The plastics industry depends on catalysts to link tens of thousands of identical chemical groups into the polymer chains that are the basis of plastics. Now chemists have created a new catalyst with a talent for keeping those chains short to make industrially vital molecules known as -olefins, which serve as a feedstock for making everything from soaps and detergents to garbage bags. The new catalyst, described in today's issue of the Journal of the American Chemical Society, does its job with less waste and under simpler conditions than currently used catalysts.
The new molecule belongs to a class of catalysts known as metallocenes, in which a central metal atom is surrounded by a pair of five-membered carbon rings that can themselves be linked to other groups. Together, the rings and dangling groups force polymer building blocks to bind to the metal in a particular orientation that creates a well-ordered chain. In most metallocene catalysts, this chain growth continues on and on until the metal atom manages to yank an atom, usually a hydrogen, completely off the polymer, allowing the polymer to break free of the metal and stopping its growth. However, the chain is normally snipped only after the polymer has grown to great length.
A team from the University of Rochester in New York--including chemists Guillermo Bazan, Jonathan Rogers, and Caroline Sperry--sped up the chain-snipping process by boosting the central metal's hydrogen-swiping ability. To do so, the researchers inserted a boron atom into each of the catalyst's carbon rings. To each boron they then attached oxygen atoms linked to other small hydrocarbon groups. The borons, as it turns out, end up snatching electrons from the metal atom in the center--in this case zirconium--leaving it starved of electrons. As a result, the zirconium atom tries even harder to swipe a hydrogen from the growing polymer chain. It usually succeeds quickly, causing the polymer chain to break off almost as soon as it starts growing, thereby creating the short-chain -olefin.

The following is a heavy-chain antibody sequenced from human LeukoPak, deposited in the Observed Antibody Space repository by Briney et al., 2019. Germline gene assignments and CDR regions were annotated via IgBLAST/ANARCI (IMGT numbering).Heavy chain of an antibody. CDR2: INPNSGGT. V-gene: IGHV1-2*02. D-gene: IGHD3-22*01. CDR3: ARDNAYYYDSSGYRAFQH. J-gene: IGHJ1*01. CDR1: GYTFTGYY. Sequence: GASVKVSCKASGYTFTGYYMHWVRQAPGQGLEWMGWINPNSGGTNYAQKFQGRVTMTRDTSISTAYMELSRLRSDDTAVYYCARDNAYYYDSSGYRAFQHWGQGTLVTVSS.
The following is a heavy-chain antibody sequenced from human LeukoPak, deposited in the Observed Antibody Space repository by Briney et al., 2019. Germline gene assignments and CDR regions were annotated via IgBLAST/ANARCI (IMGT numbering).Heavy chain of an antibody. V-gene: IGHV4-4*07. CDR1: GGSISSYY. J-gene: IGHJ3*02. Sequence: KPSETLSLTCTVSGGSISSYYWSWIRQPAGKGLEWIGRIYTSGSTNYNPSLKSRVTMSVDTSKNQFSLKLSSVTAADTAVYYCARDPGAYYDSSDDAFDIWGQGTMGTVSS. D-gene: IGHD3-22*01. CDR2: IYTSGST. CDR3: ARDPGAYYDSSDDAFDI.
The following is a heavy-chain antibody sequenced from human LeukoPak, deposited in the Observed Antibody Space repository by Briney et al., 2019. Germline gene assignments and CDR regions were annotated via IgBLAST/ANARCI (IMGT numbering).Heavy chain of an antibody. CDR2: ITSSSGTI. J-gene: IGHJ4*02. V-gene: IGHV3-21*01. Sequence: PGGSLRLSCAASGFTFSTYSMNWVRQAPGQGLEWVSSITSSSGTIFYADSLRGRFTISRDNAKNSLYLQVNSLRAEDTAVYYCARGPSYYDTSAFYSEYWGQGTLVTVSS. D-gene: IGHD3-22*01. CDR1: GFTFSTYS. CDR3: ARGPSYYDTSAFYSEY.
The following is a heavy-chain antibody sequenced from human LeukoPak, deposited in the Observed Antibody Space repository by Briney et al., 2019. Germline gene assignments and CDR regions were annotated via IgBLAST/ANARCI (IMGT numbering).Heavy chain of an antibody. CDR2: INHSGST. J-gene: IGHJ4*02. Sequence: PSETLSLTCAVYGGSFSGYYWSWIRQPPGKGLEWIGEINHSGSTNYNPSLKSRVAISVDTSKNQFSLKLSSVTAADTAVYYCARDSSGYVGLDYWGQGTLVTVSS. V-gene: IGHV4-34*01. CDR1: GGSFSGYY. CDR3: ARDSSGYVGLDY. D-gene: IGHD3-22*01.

"It's some very nice work," says Richard Kemp, a chemist at Union Carbide in Houston. He adds that besides producing -olefins more efficiently, the new metallocene works at ambient pressure, whereas current catalysts require high pressures and expensive, high-strength reactors. The new catalysts are not ready for the factory floor just yet, however. Unlike the current variety, the new metallocene catalysts are difficult and expensive to produce, at least for now.